1. Robert – good points to remember! My husband is in technical sales and I always tease him that his cell phone is his mistress. But the reality is that he is most successful because of his face-to-face meetings, problem-solving and being accessible by phone. Building the business relationships not only help him be a successful sales rep; it was a factor in him obtaining a job after he was laid off before Christmas.

    I’m a firm believer that is the blend of the old and new that makes each individual communication plan or strategy successful. As we have discussed before, each person/client is different and cookie-cutter plans are a no-no.

  2. Well said, Robert!

    I think Facebook and its ilk are great for me to keep up with friends but realize some people are “just not gonna go there.” That will be the challenge for developers. Perhaps when it becomes more video-now oriented (think Skype) it will attract those who are reticent with the written style of the current technology.

    This sort of reminds me of the Five Love Languages. Some people are more visual, other more auditory, or tactile. No one type is best. Just different.

    There are those whose comprehension skills find the sheer volume of Facebook, MySpace intimidating also. It’s good for communicators to bear in mind the effectiveness or shorter paragraphs to not visually exhaust the readers, also. I see that happen all the time (not HERE, of course). 🙂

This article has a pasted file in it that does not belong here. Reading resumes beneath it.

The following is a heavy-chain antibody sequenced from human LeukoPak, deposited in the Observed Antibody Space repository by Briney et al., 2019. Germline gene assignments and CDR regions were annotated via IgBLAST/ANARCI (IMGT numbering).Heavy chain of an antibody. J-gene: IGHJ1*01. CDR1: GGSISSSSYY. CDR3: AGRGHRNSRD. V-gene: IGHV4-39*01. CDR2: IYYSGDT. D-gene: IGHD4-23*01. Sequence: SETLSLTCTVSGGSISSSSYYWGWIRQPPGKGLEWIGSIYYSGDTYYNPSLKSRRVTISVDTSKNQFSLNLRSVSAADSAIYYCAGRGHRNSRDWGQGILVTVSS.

Keep up the good work!

  3. I agree and think that’s why my boss Kris and I work so well together. She loves the face-to-face and shies away from the other stuff, and I hate the face-to-face and love the other stuff. It’s a good fit and hopefully we’re representing our employees well too.

  4. Communication theory and models tell us that face-to-face is the most effective form of communication, though it is not the most “efficient,” i.e., if you have to reach a million people. But sometimes social media are used as a substitute for IRL communication, which they are not. As I’ve said before, it’s concerning that some people, especially young people who have grown up with 2.0, think online friends they have never met are the same as IRL friends. It ain’t so.

    One of my pet peeves is people who communicate exclusively via email and pretend it is two-way communication. It is one-way, then one-way back. I can’t judge your tone, inflection, body language, etc. on email, so it’s not really a very effective communication tool other than for basic information. But it saves time.

    The bottom line to me is that face-to-face communications, email, Facebook, Twitter, and all the rest are simply communication tools that are available to us, but they aren’t all the same, and they aren’t interchangeable.

    Good article, and good insight.

  5. This is an excellent subject, Robert, and one you have treated well. The above comments greatly add to the discussion. Wise thoughts all.

    Truth is, it’s a mix of tactics that works best. Period. Each medium available for our use has its own features and benefits. No one works best all the time. This is true for social media as well.